Why You Should Never Say “As-tu ?” in Spoken French (Spoken French Lesson!)

One difference between spoken and written French is how we ask questions. There is the “correct” written French version… and the informal one, that native French speakers actually use in everyday conversations.

Quiz Question: What are three ways to ask in French: “What do you want?”

You’ll find the answer below, at the end of this lesson!

1 – Yes / No questions: “As-tu… ?” → “T’as… ?”

a) Correct grammar for written French

How to make “Yes / No” questions in “proper” correct French grammar:
1. Start with the affirmation.
2. Invert the verb and the subject pronoun, and a small dash in between
3. Add an interrogation point at the end

“Correct” French grammar uses l’inversion (= the inversion) for “Yes / No” questions. It’s the same as in English! For instance:
Tu as l’heure. = You have the time.
As-tu l’heure ? = Do you have the time?

b) Informal French grammar: no inversion

Using “l’inversion” in spoken French sounds extremely formal.

How to make “Yes / No” questions in real informal everyday spoken French conversation:
1. Start with the affirmation
2. Add an interrogation point at the end of a sentence
3. Add an upward voice inflection at the end

For example:
Elle est là. = She’s here. → Elle est là ? = Is she here?

c) Informal French pronunciation: eating letters and negation

French people love to skip letters – so we can speak even faster!

  • In real spoken French, “Tu” becomes T’ before a vowel.
  • We often add a simple “pas” in questions, to turn them in the negative (as in English).

For example:
Tu as faim. = You’re hungry.
Tu as faim ? = Are you hungry?
→ More often: T’as faim ? = Are you hungry? / T’as pas faim ? = Aren’t you hungry?

2 – French questions with “Est-ce que” ?

Est-ce que = “Is it that ?” (literally) is a common way to ask questions. It’s pronounced like [“eskuh”].

a) How to make questions with “Est-ce que ?”

Using “Est-ce que” to make a Yes / No question:
1. Add “Est-ce que” before any affirmation, and a “?” at the end.

That’s it.

It’s like a built-in inversion. For example:
Martin est là. = Martin’s here. → Est-ce que Martin est là ? = Is Martin here?

b) Why use “Est-ce que” for Yes / No questions

Why use “Est-ce que” for Yes / No questions:

  • It’s correct French grammar.
  • We also use it in everyday spoken French.
  • It’s a bit longer than the other options, so it’s less ambiguous.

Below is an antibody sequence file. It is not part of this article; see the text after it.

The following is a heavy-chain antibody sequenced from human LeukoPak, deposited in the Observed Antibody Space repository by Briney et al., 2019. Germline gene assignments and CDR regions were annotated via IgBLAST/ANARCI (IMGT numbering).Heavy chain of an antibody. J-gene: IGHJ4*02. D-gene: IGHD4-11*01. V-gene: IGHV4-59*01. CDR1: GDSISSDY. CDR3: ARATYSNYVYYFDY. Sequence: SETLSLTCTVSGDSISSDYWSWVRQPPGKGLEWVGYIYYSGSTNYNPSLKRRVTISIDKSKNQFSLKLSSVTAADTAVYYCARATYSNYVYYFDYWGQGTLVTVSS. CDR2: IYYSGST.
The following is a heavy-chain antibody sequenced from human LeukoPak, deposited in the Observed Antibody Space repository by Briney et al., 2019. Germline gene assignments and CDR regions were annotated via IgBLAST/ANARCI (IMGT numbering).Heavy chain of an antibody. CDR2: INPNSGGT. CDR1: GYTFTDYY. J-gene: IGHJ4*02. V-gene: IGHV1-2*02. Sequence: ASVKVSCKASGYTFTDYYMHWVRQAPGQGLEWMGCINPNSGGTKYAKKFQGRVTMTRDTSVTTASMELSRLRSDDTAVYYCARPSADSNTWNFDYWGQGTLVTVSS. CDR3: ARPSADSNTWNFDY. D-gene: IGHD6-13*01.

• It’s somewhat more regular.

c) Examples

Starting from an affirmation:
Le chat est sur le canapé. = The cat is on the couch.
Est-ce que le chat est sur le canapé ? = Is the cat on the couch?

Starting from a formal question:
Êtes-vous là ? = Are you here? (with inversion)
→ (affirmation without inversion) Vous êtes là. = You are here.
Est-ce que vous êtes là ? = Are you here?

Starting from an informal question:
T’es prête ? = Are you ready ? (no inversion already)
Est-ce que tu es prête ? or Est-ce que t’es prête ?

3 – Interrogative pronouns: “Où es-tu ?” → “T’es où ?”

a) Asking French questions with “Où”, “Qui”, “Quand”

  • Où ? = Where?
    • Où vas-tu ? (formal) = Where are you going? = Pronoun + verb + subject (inversion)
    • est-ce que tu vas ? (less informal) = Pronoun + est-ce que + subject + verb
    • Tu vas où ? (informal) = Subject + verb + pronoun (no inversion)
  • Qui ? = Who? (subject)
    • Qui a dit ça ? (normal: the pronoun is subject so there’s no inversion anyway.)
    • Qui est-ce qui a dit ça ? = Who said that?
  • Quand ? = When?
    • Ils arrivent quand ? (informal)
    • Quand est-ce qu’ils arrivent ? (less informal)
    • Quand arrivent-ils ? (formal) = When are they arriving?

b) Other interrogative pronouns
The same structures apply to other interrogatives pronouns, like:

  • Pourquoi ? = Why?
    • Pourquoi tu as fait ça ? (informal)
    • Pourquoi est-ce que tu as fait ça ? (less informal)
    • Pourquoi as-tu fait ça ? (formal) = Why did you do that?

And other common interrogative pronouns such as:

  • Comment ? = How ?
  • Combien ? = How much ? How many?
  • D’où? = From where ? Where… from?
  • Lequel ? = Which one ?

c) Special case: Que / Quoi (= What) and “Qu’est-ce que”

The interrogative pronoun “Que” (= What… ?) becomes Qu’ before a vowel… and Quoi at the end of a sentence.
For example:

  • Que fais-tu ? (formal) = What are you doing?
  • Qu’est-ce que tu fais ? (less informal) (before a vowel)
  • Tu fais quoi ? (informal) (placed at the end)

Qu’est-ce que (= “what is” or “what does”) is very common. It’s placed at the beginning of a question. In informal French, we can also replace it with “quoi” at the end:

  • Qu’est-ce que c’est ?C’est quoi ? = What is this?
  • Qu’est-ce que tu fais ?Tu fais quoi ? = What are you doing?

Extra ressources and Your Next Lessons:

If you enjoyed this lesson, you’ll love:

Quiz Answer:

What do you want? =
– Formal: Que veux tu ?
– Informal: Tu veux quoi ?
– Middle: Qu’est-ce que tu veux ?

Bonne journée,



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Join the conversation!

  • Puis-je faire une suggestion?
    Je me permets de faire une suggestion?
    has been suggested as an alternative which would comply with your non-inversion criterion
    But that’s long winded.

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